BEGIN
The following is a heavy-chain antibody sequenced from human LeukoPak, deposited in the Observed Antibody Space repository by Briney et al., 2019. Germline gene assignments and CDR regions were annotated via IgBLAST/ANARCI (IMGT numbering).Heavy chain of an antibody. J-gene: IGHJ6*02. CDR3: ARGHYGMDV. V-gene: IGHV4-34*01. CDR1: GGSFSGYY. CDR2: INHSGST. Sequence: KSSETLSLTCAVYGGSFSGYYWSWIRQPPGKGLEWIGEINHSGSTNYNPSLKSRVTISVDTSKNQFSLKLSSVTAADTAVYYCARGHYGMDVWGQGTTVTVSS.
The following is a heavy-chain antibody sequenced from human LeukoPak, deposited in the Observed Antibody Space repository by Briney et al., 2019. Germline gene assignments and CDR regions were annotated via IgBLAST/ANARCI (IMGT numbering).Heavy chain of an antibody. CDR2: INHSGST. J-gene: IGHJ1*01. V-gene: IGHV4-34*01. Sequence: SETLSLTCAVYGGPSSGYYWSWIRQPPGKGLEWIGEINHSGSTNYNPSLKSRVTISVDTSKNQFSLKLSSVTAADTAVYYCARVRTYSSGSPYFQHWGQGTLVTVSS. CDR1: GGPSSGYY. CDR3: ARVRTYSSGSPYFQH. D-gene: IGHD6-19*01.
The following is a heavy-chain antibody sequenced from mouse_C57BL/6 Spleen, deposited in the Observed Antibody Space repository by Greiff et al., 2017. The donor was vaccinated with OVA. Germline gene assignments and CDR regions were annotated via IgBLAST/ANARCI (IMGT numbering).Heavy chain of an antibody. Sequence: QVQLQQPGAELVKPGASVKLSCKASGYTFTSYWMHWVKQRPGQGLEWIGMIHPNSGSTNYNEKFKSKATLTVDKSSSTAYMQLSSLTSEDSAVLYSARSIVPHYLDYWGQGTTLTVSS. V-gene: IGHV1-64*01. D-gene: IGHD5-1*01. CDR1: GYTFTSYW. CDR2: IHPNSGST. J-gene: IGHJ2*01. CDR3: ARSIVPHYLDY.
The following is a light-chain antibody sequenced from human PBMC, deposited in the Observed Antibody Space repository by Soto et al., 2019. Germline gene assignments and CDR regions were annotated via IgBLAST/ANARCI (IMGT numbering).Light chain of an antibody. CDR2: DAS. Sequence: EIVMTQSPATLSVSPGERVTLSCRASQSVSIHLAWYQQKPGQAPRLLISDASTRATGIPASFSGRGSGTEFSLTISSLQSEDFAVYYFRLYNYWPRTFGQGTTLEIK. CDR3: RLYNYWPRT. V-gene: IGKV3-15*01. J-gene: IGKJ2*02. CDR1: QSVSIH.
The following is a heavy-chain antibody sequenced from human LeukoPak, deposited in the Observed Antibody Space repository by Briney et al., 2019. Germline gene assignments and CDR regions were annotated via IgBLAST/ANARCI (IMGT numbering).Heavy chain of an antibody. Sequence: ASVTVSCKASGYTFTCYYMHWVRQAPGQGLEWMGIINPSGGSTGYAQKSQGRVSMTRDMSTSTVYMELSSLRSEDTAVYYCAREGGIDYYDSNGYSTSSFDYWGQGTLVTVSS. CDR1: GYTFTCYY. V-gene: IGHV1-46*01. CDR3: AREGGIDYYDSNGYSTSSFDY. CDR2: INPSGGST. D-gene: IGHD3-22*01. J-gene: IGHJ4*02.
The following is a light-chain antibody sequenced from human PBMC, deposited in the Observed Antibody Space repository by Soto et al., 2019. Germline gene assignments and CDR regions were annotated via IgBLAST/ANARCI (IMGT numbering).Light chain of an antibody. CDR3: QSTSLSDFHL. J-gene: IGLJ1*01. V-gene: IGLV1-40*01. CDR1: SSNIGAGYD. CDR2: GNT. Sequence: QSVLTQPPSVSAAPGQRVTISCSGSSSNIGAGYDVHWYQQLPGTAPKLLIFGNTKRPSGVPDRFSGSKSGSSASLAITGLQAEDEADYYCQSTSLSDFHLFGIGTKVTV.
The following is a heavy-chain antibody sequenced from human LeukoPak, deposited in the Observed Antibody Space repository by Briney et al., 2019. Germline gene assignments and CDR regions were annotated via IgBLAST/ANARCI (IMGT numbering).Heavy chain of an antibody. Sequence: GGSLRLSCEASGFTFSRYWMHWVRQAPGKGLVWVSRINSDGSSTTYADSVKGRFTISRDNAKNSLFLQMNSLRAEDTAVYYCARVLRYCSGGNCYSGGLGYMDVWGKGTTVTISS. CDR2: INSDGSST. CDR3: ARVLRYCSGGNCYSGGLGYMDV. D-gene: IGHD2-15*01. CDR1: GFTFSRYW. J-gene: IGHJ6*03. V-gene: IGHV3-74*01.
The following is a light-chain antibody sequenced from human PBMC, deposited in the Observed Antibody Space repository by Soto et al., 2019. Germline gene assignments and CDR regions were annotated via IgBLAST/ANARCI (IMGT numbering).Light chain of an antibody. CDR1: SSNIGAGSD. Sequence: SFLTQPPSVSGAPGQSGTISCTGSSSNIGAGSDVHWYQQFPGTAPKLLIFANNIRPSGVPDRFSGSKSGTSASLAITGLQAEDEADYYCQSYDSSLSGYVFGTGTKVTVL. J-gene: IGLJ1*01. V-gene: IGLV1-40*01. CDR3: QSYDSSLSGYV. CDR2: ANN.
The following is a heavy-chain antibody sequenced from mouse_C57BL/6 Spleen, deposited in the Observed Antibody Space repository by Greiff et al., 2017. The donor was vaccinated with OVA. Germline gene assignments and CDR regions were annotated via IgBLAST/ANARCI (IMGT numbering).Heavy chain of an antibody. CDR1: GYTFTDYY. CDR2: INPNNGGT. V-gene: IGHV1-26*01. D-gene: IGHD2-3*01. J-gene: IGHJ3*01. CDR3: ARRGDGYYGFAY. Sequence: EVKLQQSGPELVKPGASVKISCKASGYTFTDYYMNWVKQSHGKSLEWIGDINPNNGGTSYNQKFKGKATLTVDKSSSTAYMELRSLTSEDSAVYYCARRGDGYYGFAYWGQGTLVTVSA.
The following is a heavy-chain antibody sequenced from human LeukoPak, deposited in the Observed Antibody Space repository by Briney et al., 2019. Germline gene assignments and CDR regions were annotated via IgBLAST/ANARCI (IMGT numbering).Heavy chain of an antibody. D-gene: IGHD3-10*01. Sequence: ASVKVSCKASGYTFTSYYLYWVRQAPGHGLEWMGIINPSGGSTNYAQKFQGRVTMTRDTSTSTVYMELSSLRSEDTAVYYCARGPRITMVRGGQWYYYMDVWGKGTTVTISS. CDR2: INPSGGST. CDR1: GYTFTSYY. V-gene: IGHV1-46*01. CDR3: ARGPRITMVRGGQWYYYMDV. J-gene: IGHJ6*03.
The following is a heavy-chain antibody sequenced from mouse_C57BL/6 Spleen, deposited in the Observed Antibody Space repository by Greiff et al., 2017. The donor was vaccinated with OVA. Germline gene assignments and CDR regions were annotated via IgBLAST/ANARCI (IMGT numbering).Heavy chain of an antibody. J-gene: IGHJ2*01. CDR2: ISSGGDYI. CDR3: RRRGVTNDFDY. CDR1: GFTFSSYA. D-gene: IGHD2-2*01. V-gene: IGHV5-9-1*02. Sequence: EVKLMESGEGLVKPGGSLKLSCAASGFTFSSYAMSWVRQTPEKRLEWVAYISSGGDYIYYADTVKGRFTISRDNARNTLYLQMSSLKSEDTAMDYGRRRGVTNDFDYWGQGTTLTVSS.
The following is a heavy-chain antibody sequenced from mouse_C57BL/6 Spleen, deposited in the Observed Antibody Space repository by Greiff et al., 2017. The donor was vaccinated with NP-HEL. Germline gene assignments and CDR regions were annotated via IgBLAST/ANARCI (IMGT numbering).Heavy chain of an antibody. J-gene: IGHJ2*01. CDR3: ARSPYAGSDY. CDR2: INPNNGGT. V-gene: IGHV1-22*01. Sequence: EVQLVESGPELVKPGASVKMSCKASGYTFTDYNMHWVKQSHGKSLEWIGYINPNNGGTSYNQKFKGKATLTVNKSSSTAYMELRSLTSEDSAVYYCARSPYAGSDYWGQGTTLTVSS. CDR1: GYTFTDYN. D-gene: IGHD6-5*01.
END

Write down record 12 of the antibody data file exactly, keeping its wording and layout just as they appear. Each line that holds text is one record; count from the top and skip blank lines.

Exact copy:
The following is a heavy-chain antibody sequenced from mouse_C57BL/6 Spleen, deposited in the Observed Antibody Space repository by Greiff et al., 2017. The donor was vaccinated with NP-HEL. Germline gene assignments and CDR regions were annotated via IgBLAST/ANARCI (IMGT numbering).Heavy chain of an antibody. J-gene: IGHJ2*01. CDR3: ARSPYAGSDY. CDR2: INPNNGGT. V-gene: IGHV1-22*01. Sequence: EVQLVESGPELVKPGASVKMSCKASGYTFTDYNMHWVKQSHGKSLEWIGYINPNNGGTSYNQKFKGKATLTVNKSSSTAYMELRSLTSEDSAVYYCARSPYAGSDYWGQGTTLTVSS. CDR1: GYTFTDYN. D-gene: IGHD6-5*01.